OPINION
OPINION

DDC Poll: BJP’s Botched-Up J&K Plan

Some diehard, liberal optimists are yet again jumping the gun with fake optimism by overwhelmingly asserting that the District Development Council (DDC) election results for about 278 seats in Jammu and Kashmir is “a return to democracy”. There also seems to a view that the election results have proved that the BJP is the single largest party of this former state and new Union Territory, and, therefore, it has been absolved of the arbitrary abrogation of Article 370, the prolonged communication & social lockdown, mass arrests and the military clampdown. This, too, is flagrantly off the mark.

In this freezing cold, the winter of discontent has yet again been reaffirmed and expressed unanimously by the people in the Valley, with all their mistrust and misgivings about the mainstream politicians of the various mainline parties. The DDC polls, if at all, are a reminder, that all is not well in the restive region, and the Valley desperately needs freedom, peace, dignity and democracy. A restoration of the autonomy which was forcibly snatched from the people in early August 2019 by the BJP-led government in Delhi.

The tally of 75 seats for the BJP is a pointer to the sharp religious polarization witnessed in Jammu and Kashmir, especially since 2014. The fact that the BJP had an alliance with Mehbooba Mufti’s People’s Democratic Party (PDP) earlier, against the popular mood, which led to another round of mass unrest in the Valley, has not been forgotten in the region. Certainly, it did not help in mainstreaming BJP in the region, especially in the Valley, more so, after it broke the alliance, as arbitrarily as ever.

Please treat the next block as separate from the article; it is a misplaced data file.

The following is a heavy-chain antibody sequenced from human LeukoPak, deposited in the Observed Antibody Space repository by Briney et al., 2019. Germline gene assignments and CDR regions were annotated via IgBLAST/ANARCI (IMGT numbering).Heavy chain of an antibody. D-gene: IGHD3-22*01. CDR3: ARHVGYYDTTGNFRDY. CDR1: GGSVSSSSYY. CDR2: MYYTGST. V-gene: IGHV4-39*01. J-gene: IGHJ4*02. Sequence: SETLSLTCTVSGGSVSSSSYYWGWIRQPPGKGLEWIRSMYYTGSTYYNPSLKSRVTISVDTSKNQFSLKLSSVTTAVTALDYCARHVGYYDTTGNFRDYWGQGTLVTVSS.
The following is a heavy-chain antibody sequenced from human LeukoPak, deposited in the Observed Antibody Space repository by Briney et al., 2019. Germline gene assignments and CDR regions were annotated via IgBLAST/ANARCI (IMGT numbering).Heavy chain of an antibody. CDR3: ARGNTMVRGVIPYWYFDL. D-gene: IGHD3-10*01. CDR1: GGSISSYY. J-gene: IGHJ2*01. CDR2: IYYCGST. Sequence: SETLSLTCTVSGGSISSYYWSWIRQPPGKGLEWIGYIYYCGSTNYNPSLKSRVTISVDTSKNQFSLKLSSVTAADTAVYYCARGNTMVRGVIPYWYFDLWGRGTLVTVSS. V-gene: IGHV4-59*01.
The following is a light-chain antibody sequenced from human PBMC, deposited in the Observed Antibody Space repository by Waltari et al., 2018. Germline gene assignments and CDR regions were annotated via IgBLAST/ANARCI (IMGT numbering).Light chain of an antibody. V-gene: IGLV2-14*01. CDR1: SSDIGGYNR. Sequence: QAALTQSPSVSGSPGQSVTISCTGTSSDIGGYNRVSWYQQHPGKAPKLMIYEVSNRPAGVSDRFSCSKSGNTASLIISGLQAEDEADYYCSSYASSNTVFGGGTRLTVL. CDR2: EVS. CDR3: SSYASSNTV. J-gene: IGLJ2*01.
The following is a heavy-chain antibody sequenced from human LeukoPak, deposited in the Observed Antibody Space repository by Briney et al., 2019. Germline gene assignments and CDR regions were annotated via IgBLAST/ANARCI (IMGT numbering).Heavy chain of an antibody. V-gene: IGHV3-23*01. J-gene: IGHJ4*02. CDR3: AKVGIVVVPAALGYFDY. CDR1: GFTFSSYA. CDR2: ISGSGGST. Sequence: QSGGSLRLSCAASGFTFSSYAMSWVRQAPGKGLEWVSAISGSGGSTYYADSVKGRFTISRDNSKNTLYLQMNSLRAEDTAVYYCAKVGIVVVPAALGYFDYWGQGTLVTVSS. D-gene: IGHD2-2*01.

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The military clampdown followed by the arrests of scores of politicians and ordinary people, the total communication and social and political lockdown which continued for months, including a tacit and overt clampdown on the local media, has not erased from popular memory. If at all, the DDC polls have only highlighted the serious lack of faith, the universal bad faith, and the total alienation witnessed in the valley since August last year.

The BJP winning a large chunk in the Jammu region is predictable, though even the Congress and the National Conference led by the Abdullahs have made inroads there. The Congress won 26 seats. The alliance has won in both mixed areas, as well as in Muslim-dominated areas, overwhelmingly.

There have been palpable fears in the Jammu region that outsiders might usurp their land in the current scenario, and this fear has been widely shared in the region of Ladakh as well. Despite that, the Hindu-dominated Jammu has voted for the local candidates of the BJP. The independents have won over 50 seats. Predictably, there are allegations that the BJP is trying to appropriate the independents.

Members of the Gupkar Alliance in Kashmir

Significantly, the BJP has got only 3 per cent odd votes in the Valley, and three seats in the Srinagar region. The Farooq Abdullah-led People’s Alliance for Gupkar Declaration (PAGD), comprising the PDP, the CPM, the Jammu and Kashmir People’s Conference, and others, have overwhelming won the mandate with 110 seats. And it has not been easy for the alliance, with its leaders such as Mehbooba Mufti and Sajjad Lone widely seen as compromised leaders who had earlier aligned with the BJP, going against the popular mood.